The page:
Same yardstick, different results: efficacy of rubrics in science education assessment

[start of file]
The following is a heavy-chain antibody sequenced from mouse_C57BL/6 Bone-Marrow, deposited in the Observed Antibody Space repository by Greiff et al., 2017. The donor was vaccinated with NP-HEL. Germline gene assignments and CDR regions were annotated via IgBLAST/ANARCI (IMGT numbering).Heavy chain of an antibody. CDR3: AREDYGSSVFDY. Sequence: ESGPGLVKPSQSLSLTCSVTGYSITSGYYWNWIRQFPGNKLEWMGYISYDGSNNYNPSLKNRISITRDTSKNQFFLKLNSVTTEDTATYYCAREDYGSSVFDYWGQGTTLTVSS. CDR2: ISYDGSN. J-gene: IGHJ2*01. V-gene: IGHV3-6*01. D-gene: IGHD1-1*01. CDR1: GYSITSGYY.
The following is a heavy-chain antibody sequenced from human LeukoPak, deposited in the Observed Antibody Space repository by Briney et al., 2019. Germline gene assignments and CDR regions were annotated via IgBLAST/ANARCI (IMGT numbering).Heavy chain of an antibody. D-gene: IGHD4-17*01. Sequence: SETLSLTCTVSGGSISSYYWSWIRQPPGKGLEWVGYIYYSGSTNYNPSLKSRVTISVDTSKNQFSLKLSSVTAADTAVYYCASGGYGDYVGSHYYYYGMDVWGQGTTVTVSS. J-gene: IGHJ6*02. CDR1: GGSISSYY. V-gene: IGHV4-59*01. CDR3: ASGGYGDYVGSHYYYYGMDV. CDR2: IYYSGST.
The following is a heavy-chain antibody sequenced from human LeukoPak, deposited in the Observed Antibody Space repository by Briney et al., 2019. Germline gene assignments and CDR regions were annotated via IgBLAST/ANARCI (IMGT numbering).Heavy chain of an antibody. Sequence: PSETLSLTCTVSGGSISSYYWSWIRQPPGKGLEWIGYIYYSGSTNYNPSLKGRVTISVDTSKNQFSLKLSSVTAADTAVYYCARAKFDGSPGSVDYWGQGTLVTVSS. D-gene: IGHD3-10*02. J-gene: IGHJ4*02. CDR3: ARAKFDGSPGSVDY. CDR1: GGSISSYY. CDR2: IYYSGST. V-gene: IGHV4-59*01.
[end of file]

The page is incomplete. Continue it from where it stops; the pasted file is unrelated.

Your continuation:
Assessments have become integral to today's teaching and learning. Within the world of assessments, there are two paramount ideologies at work: assessments for learning and assessments of learning. The latter are typically administered at the end of a unit or grading period and evaluate a student’s understanding by comparing their achievement against a class, nationwide benchmark, or standard. The former assesses a student’s understanding of a skill or lesson during the learning and teaching process. Assessment for learning enables teachers to collect data that will help them adjust their teaching strategies, and students to adjust their learning strategies. In order to achieve this goal, teachers can make use of several assessment tools, such as concept maps, oral presentations, peer review, portfolios, examinations, written reports, and rubrics. The use of rubrics not only makes the teacher’s standards and result grading explicit but can give students a clear sense of what the expectations are for a high level of performance on a given science assignment. In this study, quantitative data were collected from tasks, assessed by 10 teachers who were purposefully sampled; while qualitative data were collected from interview responses of the same teachers to explore the extent of uniformity in the use of rubrics. The researchers compared and analyzed the different scores, allocated by the respective participants, and analyzed the qualitative data using qualitative data analysis. The study suggests that if interpreted and used well, rubrics support learning by enabling an efficient, consistent, objective, and quick way of assessing students’ work thereby facilitating learning.
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